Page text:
Classic Car Info Wanted

classic

#1

I love old cars - Fords from the early 50’s, Buick’s from the 30’s - and I’ve always wanted to own a classic car. Problem is, I don’t know the first thing about classic car restoration, buying, problems, etc. I am looking to begin learning about classic cars so that when the time comes for me to think about buying, I can make an educated decision. Does anyone out here know of an great classic car resources for someone who wants to learn about them?



Thank you!


#2

Any bookstore that sell automotive books will ahve some. You public library is worth checking as well.

There are sites that specialize in certain models, such as 50s Buicks. Much of this info is free. If you buy some of the many classic car magazines you will learn how much work it really is to restore an old car. The expenses will add up fast too.

I bought a few books and decided this was not for me. Too much work, unless you are rich and let someone else do it.


#3

My only advice is don’t underestimate the cost of restoring and/or owing such a car.


#4

In addition to what Docnick mentioned there is a likely a club or two in your local area of old car buffs & restorers. Look around for one - keep your eyes open for car shows as well since this would be one way to start talking to networks of people who do this. Books are good - but there’s just lots of stuff you can’t get into books.


#5

Join a club
Read books and magazines
Check out enthusiasts web sites:

http://www.hemmings.com/

http://www.autotraderclassics.com/index.xhtml

go to car shows
talk to other collectors
your first car should not be a restoration project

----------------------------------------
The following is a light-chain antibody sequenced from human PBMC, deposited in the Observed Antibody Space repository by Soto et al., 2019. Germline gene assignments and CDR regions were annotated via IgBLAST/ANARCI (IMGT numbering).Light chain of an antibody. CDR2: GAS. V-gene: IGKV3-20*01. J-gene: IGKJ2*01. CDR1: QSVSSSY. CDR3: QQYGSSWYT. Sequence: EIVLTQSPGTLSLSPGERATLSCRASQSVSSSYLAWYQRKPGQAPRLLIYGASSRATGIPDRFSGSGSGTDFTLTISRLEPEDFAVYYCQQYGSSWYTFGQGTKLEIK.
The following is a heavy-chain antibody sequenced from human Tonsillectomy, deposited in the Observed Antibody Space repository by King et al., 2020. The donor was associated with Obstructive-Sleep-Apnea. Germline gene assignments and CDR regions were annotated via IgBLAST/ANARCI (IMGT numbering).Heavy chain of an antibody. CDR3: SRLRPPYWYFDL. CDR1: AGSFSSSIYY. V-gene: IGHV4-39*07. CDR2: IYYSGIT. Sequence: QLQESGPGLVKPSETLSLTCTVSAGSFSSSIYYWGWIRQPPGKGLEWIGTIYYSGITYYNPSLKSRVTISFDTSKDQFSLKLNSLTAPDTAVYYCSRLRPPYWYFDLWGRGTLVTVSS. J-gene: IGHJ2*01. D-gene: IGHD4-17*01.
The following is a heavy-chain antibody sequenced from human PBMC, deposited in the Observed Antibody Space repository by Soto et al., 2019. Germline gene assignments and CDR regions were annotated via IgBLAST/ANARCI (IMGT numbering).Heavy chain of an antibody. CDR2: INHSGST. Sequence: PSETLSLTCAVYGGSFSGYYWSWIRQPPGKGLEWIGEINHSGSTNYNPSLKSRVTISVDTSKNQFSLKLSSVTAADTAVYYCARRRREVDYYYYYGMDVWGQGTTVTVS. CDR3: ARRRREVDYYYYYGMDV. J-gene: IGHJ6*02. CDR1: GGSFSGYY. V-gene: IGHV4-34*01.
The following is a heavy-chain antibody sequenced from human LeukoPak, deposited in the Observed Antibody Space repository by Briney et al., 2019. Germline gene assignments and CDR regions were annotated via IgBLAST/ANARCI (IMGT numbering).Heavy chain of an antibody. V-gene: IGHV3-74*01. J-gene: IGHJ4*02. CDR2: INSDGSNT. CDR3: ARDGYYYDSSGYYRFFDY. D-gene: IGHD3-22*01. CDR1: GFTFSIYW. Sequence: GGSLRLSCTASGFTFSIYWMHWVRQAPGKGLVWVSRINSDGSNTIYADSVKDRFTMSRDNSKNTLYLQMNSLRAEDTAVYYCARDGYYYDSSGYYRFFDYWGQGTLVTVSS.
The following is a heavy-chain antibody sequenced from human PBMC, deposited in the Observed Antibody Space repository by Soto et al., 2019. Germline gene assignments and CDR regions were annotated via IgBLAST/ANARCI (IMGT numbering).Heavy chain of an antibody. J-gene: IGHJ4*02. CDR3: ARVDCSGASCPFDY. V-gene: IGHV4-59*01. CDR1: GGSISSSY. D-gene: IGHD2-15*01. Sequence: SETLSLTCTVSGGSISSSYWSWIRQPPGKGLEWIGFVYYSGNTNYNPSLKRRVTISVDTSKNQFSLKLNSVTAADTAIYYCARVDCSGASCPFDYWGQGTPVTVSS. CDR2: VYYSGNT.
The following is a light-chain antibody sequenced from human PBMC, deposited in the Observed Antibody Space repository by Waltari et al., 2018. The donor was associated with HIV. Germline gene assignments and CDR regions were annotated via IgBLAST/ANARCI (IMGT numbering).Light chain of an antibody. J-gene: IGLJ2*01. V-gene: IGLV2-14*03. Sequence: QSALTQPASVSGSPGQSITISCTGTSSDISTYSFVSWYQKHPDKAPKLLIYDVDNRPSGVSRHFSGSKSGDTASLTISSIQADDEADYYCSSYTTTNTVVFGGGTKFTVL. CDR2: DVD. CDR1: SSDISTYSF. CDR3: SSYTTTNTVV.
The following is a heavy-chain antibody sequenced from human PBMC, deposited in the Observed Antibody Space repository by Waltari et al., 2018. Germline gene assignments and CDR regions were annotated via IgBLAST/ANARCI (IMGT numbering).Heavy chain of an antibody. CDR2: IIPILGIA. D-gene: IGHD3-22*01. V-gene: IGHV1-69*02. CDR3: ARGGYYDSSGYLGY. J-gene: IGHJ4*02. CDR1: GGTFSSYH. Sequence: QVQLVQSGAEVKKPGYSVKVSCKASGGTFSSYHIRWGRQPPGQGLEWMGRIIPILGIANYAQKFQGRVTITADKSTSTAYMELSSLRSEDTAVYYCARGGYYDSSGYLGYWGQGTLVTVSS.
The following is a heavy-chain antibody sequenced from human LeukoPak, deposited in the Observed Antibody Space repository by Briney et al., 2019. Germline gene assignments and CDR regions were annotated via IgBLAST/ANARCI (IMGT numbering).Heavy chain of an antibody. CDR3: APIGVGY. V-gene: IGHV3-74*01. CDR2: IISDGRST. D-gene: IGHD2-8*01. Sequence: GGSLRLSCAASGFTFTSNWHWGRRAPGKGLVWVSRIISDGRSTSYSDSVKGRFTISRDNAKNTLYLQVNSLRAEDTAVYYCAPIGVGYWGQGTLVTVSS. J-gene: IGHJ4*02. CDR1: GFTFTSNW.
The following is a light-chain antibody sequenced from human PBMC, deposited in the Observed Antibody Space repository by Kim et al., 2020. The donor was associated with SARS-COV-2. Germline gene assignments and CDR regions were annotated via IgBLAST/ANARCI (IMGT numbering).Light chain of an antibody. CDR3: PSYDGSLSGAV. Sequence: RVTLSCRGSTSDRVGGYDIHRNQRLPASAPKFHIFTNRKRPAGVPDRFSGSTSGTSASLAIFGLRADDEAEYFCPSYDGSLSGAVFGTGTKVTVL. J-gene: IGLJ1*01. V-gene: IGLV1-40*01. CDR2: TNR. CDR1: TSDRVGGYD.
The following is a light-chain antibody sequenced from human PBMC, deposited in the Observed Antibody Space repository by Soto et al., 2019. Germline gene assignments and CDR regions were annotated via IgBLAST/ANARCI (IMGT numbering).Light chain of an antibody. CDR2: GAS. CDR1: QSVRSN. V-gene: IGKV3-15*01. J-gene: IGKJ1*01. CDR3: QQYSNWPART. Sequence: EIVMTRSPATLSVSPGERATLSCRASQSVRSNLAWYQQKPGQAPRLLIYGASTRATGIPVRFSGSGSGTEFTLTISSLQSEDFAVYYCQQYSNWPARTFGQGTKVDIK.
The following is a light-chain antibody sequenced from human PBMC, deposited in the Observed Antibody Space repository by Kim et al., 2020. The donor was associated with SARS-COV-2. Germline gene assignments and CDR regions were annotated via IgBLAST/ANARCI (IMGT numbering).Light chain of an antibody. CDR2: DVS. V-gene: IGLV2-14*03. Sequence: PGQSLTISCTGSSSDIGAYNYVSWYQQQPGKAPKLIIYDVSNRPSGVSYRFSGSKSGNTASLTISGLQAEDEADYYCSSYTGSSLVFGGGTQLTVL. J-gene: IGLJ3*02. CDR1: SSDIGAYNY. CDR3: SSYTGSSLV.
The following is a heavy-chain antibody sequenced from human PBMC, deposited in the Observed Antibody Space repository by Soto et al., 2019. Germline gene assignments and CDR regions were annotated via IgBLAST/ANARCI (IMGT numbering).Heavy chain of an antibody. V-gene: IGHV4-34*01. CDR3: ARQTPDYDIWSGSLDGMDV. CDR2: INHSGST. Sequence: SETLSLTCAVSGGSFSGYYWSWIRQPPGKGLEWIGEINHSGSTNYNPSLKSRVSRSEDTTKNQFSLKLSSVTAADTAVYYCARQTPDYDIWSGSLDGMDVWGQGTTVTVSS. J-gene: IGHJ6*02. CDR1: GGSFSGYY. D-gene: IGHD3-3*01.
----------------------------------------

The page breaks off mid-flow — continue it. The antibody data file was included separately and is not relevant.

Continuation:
do lots of research before you buy
go to car museums and talk to curators
realize the purchase price will be just a down payment

Twotone


#6

There are tons of books and many monthly magazines devoted to classic cars. Pick an era you like, and you already gave a couple of examples.

When you are ready to buy one, you should simply look for a completely restored car that is within your budget. Maintaining a restored car isn’t that much different than a regular car.

If you plan to drive it a lot of miles per year you need to learn how to tune up a car without electronic ignition. That means setting points (a feeler guage and dwell meter), replacing plugs, distributor cap, rotor, and condensor about every 10 to 15K miles.

Otherwise maintaining a classic is fluid changes yearly or every 3K miles, washing, waxing, polishing, and lots of time cleaning it between joy rides. It helps to have an enclosed garage and locate a good mechanic. Often the main problem is finding parts but many parts suppliers specialize in classic car parts.

Car clubs are full of members who will be happy to share their experiences with their old cars.


#7

Do all of the things others have suggested.

You’ll also discover as you peruse magazines like Street Rod that there are companys out there that manufacture entirely new replica systems (chassis, entire bodies or parts, drivetrains, wiring harnesses with fusebox, etc. etc. etc.), giving you the option of building a vintage car with all new parts. You can even buy entire kits.


#8

Thanks very much. Everyone’s been very helpful.

I have been an avid fan of auto shows for about a decade now, but my location in the mid-Atlantic doesn’t offer a lot of options. I have noticed small gatherings over the years of what I’d guess are local auto clubs. I will research some in my area.

I should clarify that for my first car I’d be interested in something with all the work done on it that I only have to maintain, though I realize this can considerably drive up the price. While I love all-original restorations, I fully support something that looks old on the outside but runs modern parts. Eventually I would like to know enough to get a cheap deal on something that needs fixing up and work on it myself, but that day is long off and until then I am itching to cruise around the streets in something vintage.


#9